Bremerton eyes fire department merger

With South Kitsap Fire & Rescue and Central Kitsap Fire & Rescue commissioners supporting the idea of a regional fire authority, Bremerton Fire Department Chief Al Duke threw his support behind the idea Wednesday night.

“There are no details,” Duke told the Bremerton City Council at its study session in the Norm Dicks Government Center. “The study just said it’s feasible and doable. It might not work out.”

The organization of a regional fire authority is currently being attempted between the Centralia Fire Department and Lewis County Fire District No. 12 and is a new option that was recently approved by the state Legislature, he said.

“Central Kitsap Fire & Rescue and South Kitsap Fire & Rescue have gone through the process and they agree this is the safe route,” he said.

Instead of merging or annexing the three departments, the regional fire authority format allows for enough local control and flexibility to ensure that each entities’ needs are met, Duke said.

“It looks like this would give us enough control to really participate in the planning process, because that’s where the real details fall out is in planning,” Councilman Mike Sheppard said.

While the Poulsbo Fire Department was annexed into Fire District No. 18 and the Port Orchard Fire Department was annexed into South Kitsap Fire & Rescue, Duke said he believes the regional fire authority format is the best option for the city.

“(In those) there was a need to annex a smaller department into a larger fire department,” he said.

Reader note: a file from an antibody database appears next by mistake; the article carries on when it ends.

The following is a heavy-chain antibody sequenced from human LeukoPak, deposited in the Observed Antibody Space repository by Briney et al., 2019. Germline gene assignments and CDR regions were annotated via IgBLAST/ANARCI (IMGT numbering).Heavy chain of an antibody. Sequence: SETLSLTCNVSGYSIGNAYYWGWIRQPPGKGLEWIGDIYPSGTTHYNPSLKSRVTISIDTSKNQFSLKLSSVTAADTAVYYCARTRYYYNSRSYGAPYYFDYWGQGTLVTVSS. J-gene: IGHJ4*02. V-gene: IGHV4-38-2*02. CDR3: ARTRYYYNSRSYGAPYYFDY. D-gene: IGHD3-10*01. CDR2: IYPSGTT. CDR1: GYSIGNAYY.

In annexations and mergers, the city would risk losing local control of the Bremerton Fire Department as elected officials would not be automatically placed on those fire department boards of commissioners, he said.

Also in Port Orchard, the Port Orchard City Council chose to maintain its pre-annexation property tax levy without the expense of maintaining and operating a fire department, Duke said.

“So you can take all the money you were spending for fire services and use them for something else?” Council President Will Maupin asked.

That isn’t necessarily the case, Duke responded.

“I believe the fire department will not take with it the $1.4 million in LEOFF (retired firefighters pensions) and there are some other issues that may need to be resolved,” Duke said.

Before the regional fire authority proposal can be sent to the voters, all three governing bodies will need to pass resolutions creating a planning committee that would consist of elected officials, he said.

That committee will be tasked with developing the entire organizational and financial structure for the new organization, Duke said.

“There are things we have to look at as far as finances and what is the right mix and explain it to the public,” city finance director Laura Lyon said.

The city must look at all the costs associated with the regional fire authority and ensure that it has enough funds to cover those expenses, Lyon said.

“Each governing body has to sign off on the proposal before it goes to the voters,” he said.

When the issue goes to the voters, it will more than likely require a supermajority from all of the voters in the affected areas to pass, he said.

As long as the total number of voters meets or exceeds the supermajority threshold, the results in the individual districts doesn’t matter, Duke said.

However, there will be ample opportunities for the public to be involved in the process, he said.

Because the committee meetings will consist of three fire commissioners from South Kitsap Fire & Rescue and Central Kitsap Fire & Rescue, a quorum will be met for those boards, he said.

Although no timeline has been set for the proposal to head to the voters, Duke said based upon the work of the Centralia Fire Department and Lewis County Fire District No. 12, he estimates that it could be done within a year.

For more information about the formation of a regional fire authority, Duke said he highly recommends the Web site,, which details the Centralia/Lewis County process.

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